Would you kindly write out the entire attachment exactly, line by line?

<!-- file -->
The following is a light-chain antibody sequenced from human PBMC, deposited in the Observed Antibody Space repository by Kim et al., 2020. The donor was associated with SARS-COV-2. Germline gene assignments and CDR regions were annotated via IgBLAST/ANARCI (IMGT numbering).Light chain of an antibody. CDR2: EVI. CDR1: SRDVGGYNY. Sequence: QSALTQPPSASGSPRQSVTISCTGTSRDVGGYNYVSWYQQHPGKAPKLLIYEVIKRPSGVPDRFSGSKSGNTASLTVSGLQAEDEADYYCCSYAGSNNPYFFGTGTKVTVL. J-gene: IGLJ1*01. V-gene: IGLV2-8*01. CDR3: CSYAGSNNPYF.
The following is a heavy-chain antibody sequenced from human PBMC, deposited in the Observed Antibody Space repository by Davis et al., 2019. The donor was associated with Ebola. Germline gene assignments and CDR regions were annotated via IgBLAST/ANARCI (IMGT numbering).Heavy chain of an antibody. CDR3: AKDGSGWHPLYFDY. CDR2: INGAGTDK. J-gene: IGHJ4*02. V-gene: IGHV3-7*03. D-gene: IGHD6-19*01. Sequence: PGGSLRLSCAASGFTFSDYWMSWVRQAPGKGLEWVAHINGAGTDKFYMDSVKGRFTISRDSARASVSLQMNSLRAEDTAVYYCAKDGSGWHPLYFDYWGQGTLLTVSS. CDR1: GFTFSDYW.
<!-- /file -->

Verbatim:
The following is a light-chain antibody sequenced from human PBMC, deposited in the Observed Antibody Space repository by Kim et al., 2020. The donor was associated with SARS-COV-2. Germline gene assignments and CDR regions were annotated via IgBLAST/ANARCI (IMGT numbering).Light chain of an antibody. CDR2: EVI. CDR1: SRDVGGYNY. Sequence: QSALTQPPSASGSPRQSVTISCTGTSRDVGGYNYVSWYQQHPGKAPKLLIYEVIKRPSGVPDRFSGSKSGNTASLTVSGLQAEDEADYYCCSYAGSNNPYFFGTGTKVTVL. J-gene: IGLJ1*01. V-gene: IGLV2-8*01. CDR3: CSYAGSNNPYF.
The following is a heavy-chain antibody sequenced from human PBMC, deposited in the Observed Antibody Space repository by Davis et al., 2019. The donor was associated with Ebola. Germline gene assignments and CDR regions were annotated via IgBLAST/ANARCI (IMGT numbering).Heavy chain of an antibody. CDR3: AKDGSGWHPLYFDY. CDR2: INGAGTDK. J-gene: IGHJ4*02. V-gene: IGHV3-7*03. D-gene: IGHD6-19*01. Sequence: PGGSLRLSCAASGFTFSDYWMSWVRQAPGKGLEWVAHINGAGTDKFYMDSVKGRFTISRDSARASVSLQMNSLRAEDTAVYYCAKDGSGWHPLYFDYWGQGTLLTVSS. CDR1: GFTFSDYW.